LOOKING FORWARD: A DREAM OF THE UNITED STATES IN 1999 (1899) – Written by Arthur Bird. This is speculative science fiction looking at world events and scientific advances from 1899 to 1999. Since the U.S. was coming off the 1898 war with Spain that accounts for the way Spain is presented as the major villain on the global scene.
In 1912 Mexico became part of the United States followed by Peru in 1920, Canada in 1930 and by 1935 the U.S. consists of the entire Western Hemisphere. Mexico City – now renamed Washington – has become the new capital of the expanded United States.
America and Great Britain retain their “special relationship” and in this book’s depiction of 1999 the U.K. is ruled by King Alexander II. Britain never lost its old colonies and in fact drove the French, Germans, Belgians and Spanish out of Africa to absorb the entire continent.
France itself was annexed as a German province after losing wars to Germany in 1907 and 1935. Russia conquered China and now rules all of Asia, while Spain – the epitome of evil in this book’s view – has been reduced to a war-torn wasteland following a World War.
That war united the entire world against Spain when that country violated the global ban on “bombardments from aerodromes (airplanes)” by dropping bombs on Fez.
Cars, planes, ships and trains all run purely by electricity. Dentists use electricity to cure all dental problems. Most diseases have been eliminated and robots now do all household tasks.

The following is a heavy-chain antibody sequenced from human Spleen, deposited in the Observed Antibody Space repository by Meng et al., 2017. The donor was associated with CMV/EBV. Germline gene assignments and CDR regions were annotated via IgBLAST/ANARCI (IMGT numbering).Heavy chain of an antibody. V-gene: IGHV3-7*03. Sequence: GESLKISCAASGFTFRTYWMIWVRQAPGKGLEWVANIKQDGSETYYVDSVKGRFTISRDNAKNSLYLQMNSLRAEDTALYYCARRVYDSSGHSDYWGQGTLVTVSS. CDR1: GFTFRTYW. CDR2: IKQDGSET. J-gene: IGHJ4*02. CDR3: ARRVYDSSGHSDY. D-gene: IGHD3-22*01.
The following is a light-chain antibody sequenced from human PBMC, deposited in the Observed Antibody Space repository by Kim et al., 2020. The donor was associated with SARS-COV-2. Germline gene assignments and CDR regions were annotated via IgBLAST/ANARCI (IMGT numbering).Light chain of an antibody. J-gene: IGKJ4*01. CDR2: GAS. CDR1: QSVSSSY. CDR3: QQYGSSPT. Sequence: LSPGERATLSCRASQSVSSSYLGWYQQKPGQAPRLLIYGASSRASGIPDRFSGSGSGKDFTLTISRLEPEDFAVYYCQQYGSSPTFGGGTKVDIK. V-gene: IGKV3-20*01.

Electric shock punishment is used on people who default on their debts. Wife-beaters are dunked like witches long ago and vegetarians have become very militant, even refusing to wear leather shoes.
Cigarettes have been banned, kissing has gone out of style and the government controls the distribution of alcohol. Airships are in danger of flying too high and escaping the Earth’s gravity, dooming all aboard. These tragedies are viewed like sunken ships of the past.
Oddest of all, African-Americans in what used to be the southernmost states of the U.S. have established a nation for themselves in Venezuela and are prosperous and happy.
Looking Forward, as the title indicates, is largely an homage to Bellamy’s Looking Backward. There’s nothing too deep or profound about this look at life a hundred years from the time it was written. It’s enjoyable from a “What if …” angle.